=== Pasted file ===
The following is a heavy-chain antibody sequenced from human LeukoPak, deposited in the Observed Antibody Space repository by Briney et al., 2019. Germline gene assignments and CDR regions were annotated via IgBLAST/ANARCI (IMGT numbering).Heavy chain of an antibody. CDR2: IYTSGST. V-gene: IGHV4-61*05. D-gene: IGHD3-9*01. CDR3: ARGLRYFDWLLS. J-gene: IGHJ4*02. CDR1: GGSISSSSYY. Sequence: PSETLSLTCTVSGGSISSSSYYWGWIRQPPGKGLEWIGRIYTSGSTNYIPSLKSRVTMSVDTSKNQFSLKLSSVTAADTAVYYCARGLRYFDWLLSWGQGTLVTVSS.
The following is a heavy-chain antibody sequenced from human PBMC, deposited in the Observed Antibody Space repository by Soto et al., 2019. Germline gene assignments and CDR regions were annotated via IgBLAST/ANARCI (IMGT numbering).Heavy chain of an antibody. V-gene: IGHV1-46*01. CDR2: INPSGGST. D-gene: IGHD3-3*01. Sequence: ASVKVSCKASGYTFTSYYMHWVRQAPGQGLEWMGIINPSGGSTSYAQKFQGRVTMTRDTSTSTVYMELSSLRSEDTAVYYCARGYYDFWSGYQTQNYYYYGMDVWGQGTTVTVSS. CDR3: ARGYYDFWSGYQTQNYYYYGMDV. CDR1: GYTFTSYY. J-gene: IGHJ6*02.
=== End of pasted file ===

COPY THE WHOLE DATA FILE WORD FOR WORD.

The following is a heavy-chain antibody sequenced from human LeukoPak, deposited in the Observed Antibody Space repository by Briney et al., 2019. Germline gene assignments and CDR regions were annotated via IgBLAST/ANARCI (IMGT numbering).Heavy chain of an antibody. CDR2: IYTSGST. V-gene: IGHV4-61*05. D-gene: IGHD3-9*01. CDR3: ARGLRYFDWLLS. J-gene: IGHJ4*02. CDR1: GGSISSSSYY. Sequence: PSETLSLTCTVSGGSISSSSYYWGWIRQPPGKGLEWIGRIYTSGSTNYIPSLKSRVTMSVDTSKNQFSLKLSSVTAADTAVYYCARGLRYFDWLLSWGQGTLVTVSS.
The following is a heavy-chain antibody sequenced from human PBMC, deposited in the Observed Antibody Space repository by Soto et al., 2019. Germline gene assignments and CDR regions were annotated via IgBLAST/ANARCI (IMGT numbering).Heavy chain of an antibody. V-gene: IGHV1-46*01. CDR2: INPSGGST. D-gene: IGHD3-3*01. Sequence: ASVKVSCKASGYTFTSYYMHWVRQAPGQGLEWMGIINPSGGSTSYAQKFQGRVTMTRDTSTSTVYMELSSLRSEDTAVYYCARGYYDFWSGYQTQNYYYYGMDVWGQGTTVTVSS. CDR3: ARGYYDFWSGYQTQNYYYYGMDV. CDR1: GYTFTSYY. J-gene: IGHJ6*02.